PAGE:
A television interview with PM Beata Szydło on Sunday revealed much about the present strategy of the Law and Justice Party (PiS) government.
As expected Szydło presented herself as the more moderate face of the government, in contrast to the more divisive style of the leader of PiS Jarosław Kaczyński (‘Good cop, bad cop’). During the interview, Szydło described her government as being the defenders of democracy against an unrepresentative Constitutional Tribunal that had been unfairly changed by Citizens’ Platform (PO) during the last government. A number of times she said that she wished to sit down with opposition parties and discuss a reform of the Constitutional Tribunal, against the opposition who want to settle matters on the streets. She also claimed that the opposition are spreading fear and hysteria about the present government. In this way she was trying to turn the tables on the opposition, by presenting the government as one that is defending democracy and looking for compromise and stability. And then the next day PiS went and added two late ammendments to their controversial bill on the Constitutional Tribunal that would allow the parliament to dismiss its judges on a joint submission by the President and Jusitice Minister and remove the 30 day application period so that this could be done as quickly as possible. So much for looking for a compromise.
Most interestingly, was the way in which Szydło articulated the division that she believes dominates in Poland today. She stated that the opposition demonstrations organized by the Committee for the Defence of Democracy (KOD) were organised by and represent the interests of those who have ‘lost their power, privileges and influence’. Throughout the interview she referred to the leader of the party Modern, Ryszard Petru, as someone (along with the leaders of PO who were on the demonstrations) who represents a ‘privilleged group of finansers’.
Her argument progressed that what this privileged group of society wish to do is to block the social reforms suggested by the present government. Importantly, this includes a proposal to introduce a tax on banks and supermarkets, the vast majority of which are in foreign hands. She then proposes to use this money to fund such things as providing child benefits and raising the income level at which people start paying taxes. She combines all of this, by arguing that this ‘privilleged group’ in society is attempting to block these reforms through, for example, the Constitutional Tribunal. It should also be noted that the right-wing populist Paweł Kukiz (who leads the third largest parliamentary group Kukiz’15 who are an ally of PiS in parliament) said yesterday on the radio that the KOD demonstrations were funded by a ‘Jewish banker’.
What we have here is a potentially very dangerous divide in Polish politics. PiS are attempting to justify a series of undemocratic measures by arguing that a privileged group of society, representing the interests of international finance capital, wish to block their social reforms. Once again it is the conservative right in Poland that is talking about economic inequality and injustice. All of this cannot just be dismissed as political masquerading. The strategy of PiS is to build up the national base of Polish capitalism and create a more authoritarian political system similar to that in Hungary. Many of its criticisms of the economic system built during the past 25 years are just. It is also indeed true that politicians such as Petru represent the interests of finance capital (Petru is a long-time ally of Leszek Balcerowicz and advised for example on the introduction of the disastrous compulsory private pension scheme in Poland) and that they would wish to prevent such things as a tax on banks. However, there are two main inconsistencies in Szydło’s approach:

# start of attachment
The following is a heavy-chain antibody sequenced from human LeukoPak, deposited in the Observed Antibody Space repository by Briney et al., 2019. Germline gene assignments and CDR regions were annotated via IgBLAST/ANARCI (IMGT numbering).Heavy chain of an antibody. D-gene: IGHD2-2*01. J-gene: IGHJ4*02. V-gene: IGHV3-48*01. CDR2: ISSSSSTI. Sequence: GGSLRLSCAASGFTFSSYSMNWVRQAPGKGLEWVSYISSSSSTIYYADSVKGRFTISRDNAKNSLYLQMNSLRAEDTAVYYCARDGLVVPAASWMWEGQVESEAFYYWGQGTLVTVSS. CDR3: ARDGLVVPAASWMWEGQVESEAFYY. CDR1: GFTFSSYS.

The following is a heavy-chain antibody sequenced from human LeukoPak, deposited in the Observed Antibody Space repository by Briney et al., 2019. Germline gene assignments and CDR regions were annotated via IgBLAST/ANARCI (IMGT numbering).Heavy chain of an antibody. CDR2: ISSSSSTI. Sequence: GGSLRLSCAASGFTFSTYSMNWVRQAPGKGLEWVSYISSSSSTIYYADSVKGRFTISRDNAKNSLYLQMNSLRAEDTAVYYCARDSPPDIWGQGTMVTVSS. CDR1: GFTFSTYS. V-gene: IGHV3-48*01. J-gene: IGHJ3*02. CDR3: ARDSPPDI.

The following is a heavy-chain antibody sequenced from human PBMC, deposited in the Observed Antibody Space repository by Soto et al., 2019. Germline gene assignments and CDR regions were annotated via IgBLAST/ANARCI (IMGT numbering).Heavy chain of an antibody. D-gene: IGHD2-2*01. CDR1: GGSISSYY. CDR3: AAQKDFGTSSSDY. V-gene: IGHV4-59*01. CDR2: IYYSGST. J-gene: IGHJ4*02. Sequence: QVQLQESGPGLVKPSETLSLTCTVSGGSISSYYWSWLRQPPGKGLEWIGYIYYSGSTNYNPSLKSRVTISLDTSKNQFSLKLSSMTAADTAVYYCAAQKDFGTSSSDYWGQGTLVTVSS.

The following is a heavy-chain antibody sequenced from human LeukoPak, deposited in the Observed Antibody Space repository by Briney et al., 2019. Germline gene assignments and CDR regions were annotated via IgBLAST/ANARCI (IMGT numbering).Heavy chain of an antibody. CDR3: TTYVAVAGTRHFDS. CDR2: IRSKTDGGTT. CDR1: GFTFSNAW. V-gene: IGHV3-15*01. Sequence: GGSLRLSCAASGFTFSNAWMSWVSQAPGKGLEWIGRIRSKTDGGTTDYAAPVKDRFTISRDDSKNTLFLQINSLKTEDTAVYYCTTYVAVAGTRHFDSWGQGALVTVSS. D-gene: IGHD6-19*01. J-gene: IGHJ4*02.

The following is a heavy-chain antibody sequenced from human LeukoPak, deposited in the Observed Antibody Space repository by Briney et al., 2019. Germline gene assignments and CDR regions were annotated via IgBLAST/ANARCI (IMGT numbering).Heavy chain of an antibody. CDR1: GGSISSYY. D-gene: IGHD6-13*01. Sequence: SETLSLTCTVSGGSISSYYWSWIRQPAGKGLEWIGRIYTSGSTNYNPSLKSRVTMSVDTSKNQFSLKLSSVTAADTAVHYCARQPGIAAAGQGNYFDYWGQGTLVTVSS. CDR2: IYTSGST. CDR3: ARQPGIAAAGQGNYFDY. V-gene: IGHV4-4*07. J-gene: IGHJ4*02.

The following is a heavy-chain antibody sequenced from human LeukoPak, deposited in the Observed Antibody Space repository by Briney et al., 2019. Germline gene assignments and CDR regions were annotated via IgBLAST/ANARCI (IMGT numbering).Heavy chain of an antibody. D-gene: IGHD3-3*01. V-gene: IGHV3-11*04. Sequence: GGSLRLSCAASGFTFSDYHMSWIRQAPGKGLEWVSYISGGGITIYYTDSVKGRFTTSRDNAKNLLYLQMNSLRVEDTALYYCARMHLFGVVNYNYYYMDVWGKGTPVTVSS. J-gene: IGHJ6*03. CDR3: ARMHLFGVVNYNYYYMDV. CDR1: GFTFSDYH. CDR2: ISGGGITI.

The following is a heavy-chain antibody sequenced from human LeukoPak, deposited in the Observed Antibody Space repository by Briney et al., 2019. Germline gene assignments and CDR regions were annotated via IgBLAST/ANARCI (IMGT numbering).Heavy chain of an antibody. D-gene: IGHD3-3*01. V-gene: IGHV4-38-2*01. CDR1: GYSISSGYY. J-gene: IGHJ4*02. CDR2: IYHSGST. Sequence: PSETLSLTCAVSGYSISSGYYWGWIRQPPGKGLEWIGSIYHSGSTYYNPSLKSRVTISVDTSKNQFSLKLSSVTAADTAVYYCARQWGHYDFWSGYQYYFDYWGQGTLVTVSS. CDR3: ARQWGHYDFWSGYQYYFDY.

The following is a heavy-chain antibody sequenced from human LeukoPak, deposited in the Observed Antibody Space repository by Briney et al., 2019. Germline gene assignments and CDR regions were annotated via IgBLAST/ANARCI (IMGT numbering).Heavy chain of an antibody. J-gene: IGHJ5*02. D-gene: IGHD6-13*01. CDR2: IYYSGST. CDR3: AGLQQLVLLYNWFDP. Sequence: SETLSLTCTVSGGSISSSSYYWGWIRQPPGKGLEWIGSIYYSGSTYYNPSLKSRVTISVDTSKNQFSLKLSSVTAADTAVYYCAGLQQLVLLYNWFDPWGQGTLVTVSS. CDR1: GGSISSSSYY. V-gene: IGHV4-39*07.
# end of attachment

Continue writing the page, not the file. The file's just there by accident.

Firstly, is the fact that in her own government the Ministers of Economy and Finance are well known neo-liberals. As yet her government has introduced no pro-social policies and has actually proposed such things as reducing subsidies for the state-subslidised cafes (Milk Bars). During the last PiS government it failed to introduce any significant pro-social reform and continued the course of neo-liberal reform.
Secondly, there is no evidence that the Constitutional Tribunal would block any of these reforms if they were introduced. The government is rather playing a game of ‘what if’ in order to justify encroaching on the democratic institutions of the state. If it really were the case that the Constitutional Tribunal was preventing a government from carrying out the economic policies it were elected on, then it would be right to stand on the side of the government against the Tribunal. As yet, however, this has not occurred.
These issues do however bring up real questions for the opposition movement. Up to now KOD is a non-party movement, which has brought together 10s of thousands of people onto the streets. However, the most prominent political participants have been Petru and some politicians from PO. KOD needs to avoid being marginalised and stigmitised as a movement that represents the views of these politicians and the more privileged sections of society. It should make it clear that it is not taking a stance on the economic policies of PiS, but wishes only to protect the democratic institutions and practices of the state. Finally, the opposition needs to find room for a range of political and social groups, including those from the the trade unions and the left. Otherwise it will be playing into the hands of PiS and accepting the artificial political divide that it is trying to forge.